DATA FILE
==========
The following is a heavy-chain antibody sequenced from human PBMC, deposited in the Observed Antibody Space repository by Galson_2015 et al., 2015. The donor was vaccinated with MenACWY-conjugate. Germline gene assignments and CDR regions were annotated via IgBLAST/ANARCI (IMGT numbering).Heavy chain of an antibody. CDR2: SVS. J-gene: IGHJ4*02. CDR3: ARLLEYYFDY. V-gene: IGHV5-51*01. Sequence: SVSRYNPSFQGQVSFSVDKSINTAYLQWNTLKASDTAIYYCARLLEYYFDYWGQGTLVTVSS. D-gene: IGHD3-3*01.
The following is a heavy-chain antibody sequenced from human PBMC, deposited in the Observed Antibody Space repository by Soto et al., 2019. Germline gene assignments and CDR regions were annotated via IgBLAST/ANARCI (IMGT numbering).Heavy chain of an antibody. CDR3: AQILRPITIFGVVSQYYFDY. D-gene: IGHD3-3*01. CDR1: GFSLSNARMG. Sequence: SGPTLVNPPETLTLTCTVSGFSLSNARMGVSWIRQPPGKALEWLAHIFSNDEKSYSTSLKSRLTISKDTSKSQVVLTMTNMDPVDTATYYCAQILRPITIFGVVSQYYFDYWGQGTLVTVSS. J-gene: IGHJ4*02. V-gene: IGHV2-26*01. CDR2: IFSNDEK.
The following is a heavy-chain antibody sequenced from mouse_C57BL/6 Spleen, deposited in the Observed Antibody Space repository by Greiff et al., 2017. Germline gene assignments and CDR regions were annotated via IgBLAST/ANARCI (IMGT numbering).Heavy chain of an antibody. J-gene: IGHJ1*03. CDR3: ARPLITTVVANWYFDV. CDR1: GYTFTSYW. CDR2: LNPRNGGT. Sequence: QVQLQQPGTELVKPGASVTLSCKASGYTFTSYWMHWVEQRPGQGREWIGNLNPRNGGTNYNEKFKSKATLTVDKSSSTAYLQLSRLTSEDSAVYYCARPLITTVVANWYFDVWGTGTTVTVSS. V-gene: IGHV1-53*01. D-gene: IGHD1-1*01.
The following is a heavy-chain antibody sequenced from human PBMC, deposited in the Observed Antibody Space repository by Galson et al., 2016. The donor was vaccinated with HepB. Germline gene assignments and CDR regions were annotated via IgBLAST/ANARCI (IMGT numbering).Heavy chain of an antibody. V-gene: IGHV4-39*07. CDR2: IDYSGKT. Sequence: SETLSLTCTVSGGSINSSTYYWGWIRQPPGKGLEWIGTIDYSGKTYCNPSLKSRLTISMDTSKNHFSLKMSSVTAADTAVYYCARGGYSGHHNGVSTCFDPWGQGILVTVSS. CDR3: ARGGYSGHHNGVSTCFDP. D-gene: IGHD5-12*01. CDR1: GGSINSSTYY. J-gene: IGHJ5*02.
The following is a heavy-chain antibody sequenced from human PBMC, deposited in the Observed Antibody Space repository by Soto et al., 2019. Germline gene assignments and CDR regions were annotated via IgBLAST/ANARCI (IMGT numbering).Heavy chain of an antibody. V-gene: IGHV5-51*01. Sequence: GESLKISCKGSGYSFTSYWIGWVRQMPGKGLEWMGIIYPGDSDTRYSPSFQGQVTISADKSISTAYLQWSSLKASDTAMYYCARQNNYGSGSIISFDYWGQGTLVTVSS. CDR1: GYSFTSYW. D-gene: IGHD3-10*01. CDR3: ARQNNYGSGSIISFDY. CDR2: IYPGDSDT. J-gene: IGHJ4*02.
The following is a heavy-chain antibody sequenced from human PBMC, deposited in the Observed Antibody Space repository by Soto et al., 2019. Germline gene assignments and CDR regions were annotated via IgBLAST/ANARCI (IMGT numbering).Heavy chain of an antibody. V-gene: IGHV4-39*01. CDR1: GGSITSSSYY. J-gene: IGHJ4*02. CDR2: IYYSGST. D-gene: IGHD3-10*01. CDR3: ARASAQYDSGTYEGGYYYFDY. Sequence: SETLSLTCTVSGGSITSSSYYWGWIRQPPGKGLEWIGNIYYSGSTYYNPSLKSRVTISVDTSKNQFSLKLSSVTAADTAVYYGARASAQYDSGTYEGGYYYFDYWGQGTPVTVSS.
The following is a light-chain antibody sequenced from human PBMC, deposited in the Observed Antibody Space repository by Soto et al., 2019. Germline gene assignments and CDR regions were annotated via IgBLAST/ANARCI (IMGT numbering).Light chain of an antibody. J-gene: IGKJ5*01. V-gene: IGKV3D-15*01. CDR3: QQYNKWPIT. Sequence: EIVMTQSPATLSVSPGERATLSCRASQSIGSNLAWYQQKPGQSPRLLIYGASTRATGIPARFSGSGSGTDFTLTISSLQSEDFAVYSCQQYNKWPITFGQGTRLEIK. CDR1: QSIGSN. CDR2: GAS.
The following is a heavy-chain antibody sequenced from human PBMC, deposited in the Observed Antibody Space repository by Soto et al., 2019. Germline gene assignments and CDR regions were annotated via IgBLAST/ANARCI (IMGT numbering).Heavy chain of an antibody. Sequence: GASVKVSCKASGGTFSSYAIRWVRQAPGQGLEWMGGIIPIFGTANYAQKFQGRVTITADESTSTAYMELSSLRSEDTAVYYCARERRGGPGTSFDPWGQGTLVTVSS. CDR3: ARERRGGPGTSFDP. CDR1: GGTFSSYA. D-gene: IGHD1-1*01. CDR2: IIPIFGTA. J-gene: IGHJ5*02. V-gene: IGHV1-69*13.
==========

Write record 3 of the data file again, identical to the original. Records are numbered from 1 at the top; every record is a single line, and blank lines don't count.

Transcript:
The following is a heavy-chain antibody sequenced from mouse_C57BL/6 Spleen, deposited in the Observed Antibody Space repository by Greiff et al., 2017. Germline gene assignments and CDR regions were annotated via IgBLAST/ANARCI (IMGT numbering).Heavy chain of an antibody. J-gene: IGHJ1*03. CDR3: ARPLITTVVANWYFDV. CDR1: GYTFTSYW. CDR2: LNPRNGGT. Sequence: QVQLQQPGTELVKPGASVTLSCKASGYTFTSYWMHWVEQRPGQGREWIGNLNPRNGGTNYNEKFKSKATLTVDKSSSTAYLQLSRLTSEDSAVYYCARPLITTVVANWYFDVWGTGTTVTVSS. V-gene: IGHV1-53*01. D-gene: IGHD1-1*01.